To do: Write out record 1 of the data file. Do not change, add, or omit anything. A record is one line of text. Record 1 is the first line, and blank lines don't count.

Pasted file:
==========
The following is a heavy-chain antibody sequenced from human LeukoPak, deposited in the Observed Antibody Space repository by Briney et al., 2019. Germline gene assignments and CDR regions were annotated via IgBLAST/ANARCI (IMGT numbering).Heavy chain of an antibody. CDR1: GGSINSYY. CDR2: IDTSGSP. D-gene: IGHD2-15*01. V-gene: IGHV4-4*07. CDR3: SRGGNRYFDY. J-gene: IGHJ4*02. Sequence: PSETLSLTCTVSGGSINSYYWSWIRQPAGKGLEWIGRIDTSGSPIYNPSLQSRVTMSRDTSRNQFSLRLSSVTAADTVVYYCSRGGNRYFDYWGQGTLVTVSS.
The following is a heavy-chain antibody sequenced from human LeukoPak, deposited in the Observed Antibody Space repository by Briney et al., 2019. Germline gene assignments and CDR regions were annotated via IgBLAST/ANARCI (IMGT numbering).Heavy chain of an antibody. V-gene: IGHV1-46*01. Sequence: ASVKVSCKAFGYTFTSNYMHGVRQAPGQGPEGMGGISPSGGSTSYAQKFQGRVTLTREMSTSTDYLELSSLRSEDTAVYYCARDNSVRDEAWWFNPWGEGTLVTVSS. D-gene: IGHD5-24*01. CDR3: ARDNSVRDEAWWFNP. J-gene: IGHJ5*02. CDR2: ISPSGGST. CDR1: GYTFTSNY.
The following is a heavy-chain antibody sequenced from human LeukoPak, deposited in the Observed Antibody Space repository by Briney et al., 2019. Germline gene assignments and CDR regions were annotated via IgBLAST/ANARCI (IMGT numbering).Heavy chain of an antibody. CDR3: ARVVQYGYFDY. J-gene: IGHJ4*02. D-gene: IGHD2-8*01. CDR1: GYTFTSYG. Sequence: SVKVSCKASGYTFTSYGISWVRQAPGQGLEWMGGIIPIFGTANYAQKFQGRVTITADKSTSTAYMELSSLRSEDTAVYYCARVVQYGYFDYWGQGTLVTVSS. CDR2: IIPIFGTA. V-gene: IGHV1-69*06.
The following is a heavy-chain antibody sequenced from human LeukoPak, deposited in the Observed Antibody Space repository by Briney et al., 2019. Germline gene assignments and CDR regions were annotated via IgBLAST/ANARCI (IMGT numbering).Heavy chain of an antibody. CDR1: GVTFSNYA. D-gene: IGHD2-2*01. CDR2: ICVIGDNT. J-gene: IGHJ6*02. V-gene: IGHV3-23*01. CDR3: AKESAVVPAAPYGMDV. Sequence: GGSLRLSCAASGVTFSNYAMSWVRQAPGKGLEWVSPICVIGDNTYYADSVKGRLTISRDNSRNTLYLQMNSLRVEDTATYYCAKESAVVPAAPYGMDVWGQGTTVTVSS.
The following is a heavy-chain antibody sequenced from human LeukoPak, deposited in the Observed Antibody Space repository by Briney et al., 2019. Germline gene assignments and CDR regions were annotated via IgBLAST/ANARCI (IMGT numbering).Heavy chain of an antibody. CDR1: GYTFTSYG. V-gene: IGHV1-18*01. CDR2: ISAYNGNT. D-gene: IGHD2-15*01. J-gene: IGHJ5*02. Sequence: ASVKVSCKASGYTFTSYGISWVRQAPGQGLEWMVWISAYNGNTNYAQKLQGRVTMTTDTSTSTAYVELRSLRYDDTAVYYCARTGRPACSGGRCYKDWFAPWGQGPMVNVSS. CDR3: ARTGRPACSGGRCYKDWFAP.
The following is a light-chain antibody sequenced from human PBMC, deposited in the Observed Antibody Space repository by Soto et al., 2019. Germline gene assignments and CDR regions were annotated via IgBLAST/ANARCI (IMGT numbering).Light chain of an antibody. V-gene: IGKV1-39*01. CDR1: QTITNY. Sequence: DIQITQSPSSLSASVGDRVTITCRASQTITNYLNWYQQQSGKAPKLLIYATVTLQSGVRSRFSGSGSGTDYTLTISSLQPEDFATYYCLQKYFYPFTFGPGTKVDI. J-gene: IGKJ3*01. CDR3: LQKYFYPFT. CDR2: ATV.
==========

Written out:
The following is a heavy-chain antibody sequenced from human LeukoPak, deposited in the Observed Antibody Space repository by Briney et al., 2019. Germline gene assignments and CDR regions were annotated via IgBLAST/ANARCI (IMGT numbering).Heavy chain of an antibody. CDR1: GGSINSYY. CDR2: IDTSGSP. D-gene: IGHD2-15*01. V-gene: IGHV4-4*07. CDR3: SRGGNRYFDY. J-gene: IGHJ4*02. Sequence: PSETLSLTCTVSGGSINSYYWSWIRQPAGKGLEWIGRIDTSGSPIYNPSLQSRVTMSRDTSRNQFSLRLSSVTAADTVVYYCSRGGNRYFDYWGQGTLVTVSS.